June Income and Expenses

Is it really that time already?! Well, this month has been a little bit confusing to put it mildly. I at least got my tax refund through, however they put it onto my credit card rather than into my bank account which doesn’t help. Coupled with a bunch of work expenses coming through at random times means that it is all rather confusing – for the first time I actually don’t believe the numbers, but I have cross checked, downloaded my bank statements again and it seems there. I even phoned up my credit card company to check what the balance was and matched everything. Despite all this I am still struggling to believe it, but it is what it is. I am not including the tax refund value in any of these figures as this will go straight into my other half’s ISA again.

In addition, I have made my life slightly harder – so I advised my FA that I would be transferring my tax refund into my other half’s ISA, and took make life worse for myself I decided to round it up, which means I have to find more cash – potentially raiding some of next months income which will be tough.


So as always I had my steady Salary drop into my bank account, always nice.  I don’t include any of my personal ISA dividends in my income statement, that is just part of the growth of those portfolios. The income thrown off by my other half is included, however this is an incredibly small amount at present (but rapidly approaching an additional 1% of income) so it is more of a statistical error but starting to get more significant. This month was a milestone income from her ISA as it tipped over another rounding point which was a major boost psychologically. It’s only taken a couple of years to get to this point so I can’t wait to see how that keeps going!

So, steady as she goes on income – very slowly creeping up.


Item Notes Amount
Things I choose not to avoid* Mortgage, Insurance, shared bills etc. – yes, we could move somewhere cheaper, not have insurance, reduce our bills a bit and so on, but we are where we are. 41%
Groceries All the food and other stuff needed for home 1%
Alcohol for home Home alcohol consumption only 0%
Bicycles / Car related Any costs related to either the bikes or the car 1%
Alcohol Out Generally, its the pub…. 2%
Eating Out I include purchased lunches in this as well as meals out etc. 2%
Other My catch all for anything I may have missed…. 11%
Holidays Any spending related to holidays, flights etc. 0%
Savings Anything left over! This includes money into ISAs, mortgage payments and non relief pension contributions. My company pension comes out before it hits my bank account so isn’t included, nor do I include the “top up” of money when my money goes into my personal pension (i.e. I put in £100, I register it as £100, not the £125 that gets credited in my pension) 42%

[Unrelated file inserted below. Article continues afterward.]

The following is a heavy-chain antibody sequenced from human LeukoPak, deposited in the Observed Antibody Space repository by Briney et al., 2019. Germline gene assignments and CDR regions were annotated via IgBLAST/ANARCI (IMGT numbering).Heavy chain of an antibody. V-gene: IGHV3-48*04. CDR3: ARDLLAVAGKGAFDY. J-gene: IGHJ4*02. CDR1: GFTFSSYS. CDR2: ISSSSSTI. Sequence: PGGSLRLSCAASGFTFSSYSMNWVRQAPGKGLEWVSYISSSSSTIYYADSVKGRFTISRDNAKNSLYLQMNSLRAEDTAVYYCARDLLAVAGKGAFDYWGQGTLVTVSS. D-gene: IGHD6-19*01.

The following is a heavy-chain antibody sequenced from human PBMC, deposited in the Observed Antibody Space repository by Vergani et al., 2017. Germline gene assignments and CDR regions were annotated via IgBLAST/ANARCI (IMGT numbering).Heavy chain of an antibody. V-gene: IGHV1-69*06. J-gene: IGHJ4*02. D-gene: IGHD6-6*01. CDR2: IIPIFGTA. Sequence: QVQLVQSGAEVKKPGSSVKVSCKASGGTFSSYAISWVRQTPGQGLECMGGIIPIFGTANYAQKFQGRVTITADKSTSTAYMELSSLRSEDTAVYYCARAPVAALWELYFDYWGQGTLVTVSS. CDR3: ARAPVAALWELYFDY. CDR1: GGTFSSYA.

* This covers a number of things that I would class as essential for me. Yes, I could move to somewhere cheaper to reduce the mortgage (which in turn would reduce the insurance I have to pay), yes I could reduce my bills by switching energy supplier etc. but it comes down to what I am happy with. There are a few other things in there that are classified as essential that others may object, and so I have just lumped it into there.

So what are the key standouts? Well the stuff I do nothing with is down to 41% which reflects the increase from my other half’s ISA income.

Groceries and alcohol at home incredibly low as I didn’t buy anything for home other than a few vegetables to go with food from the freezer – the joy of those big bulk buys every few months! The alcohol out and eating out was relatively low given some work trips and working from home balancing out the expenses. The “Other” is pretty high. This is a fall out from May, there was some funds I missed from when I was out – clearly one too many whilst I was out partying and so hit me in the wallet. I honestly think had that not caught me out I could have clocked a 50% savings rate – my first ever time – but not to be, this month! What I liked is, that I was able to take the 11% hit on my other without causing too much hurt (ok, I have no Cash Flow Funds available), although I am now worried about next month.

All told though not a bad month at all. Especially after a recent article showed that the UK savings rate has dropped to 1.7%. Basically, if you take home £1,500 per month the average person can’t save £30. That is really rather scary to me.

So how was June for you? Did you manage to keep things under control in the sun?


Author: fireinlondon

Fighting the high cost of living in London

Leave a Reply

Fill in your details below or click an icon to log in:

WordPress.com Logo

You are commenting using your WordPress.com account. Log Out /  Change )

Twitter picture

You are commenting using your Twitter account. Log Out /  Change )

Facebook photo

You are commenting using your Facebook account. Log Out /  Change )

Connecting to %s

%d bloggers like this: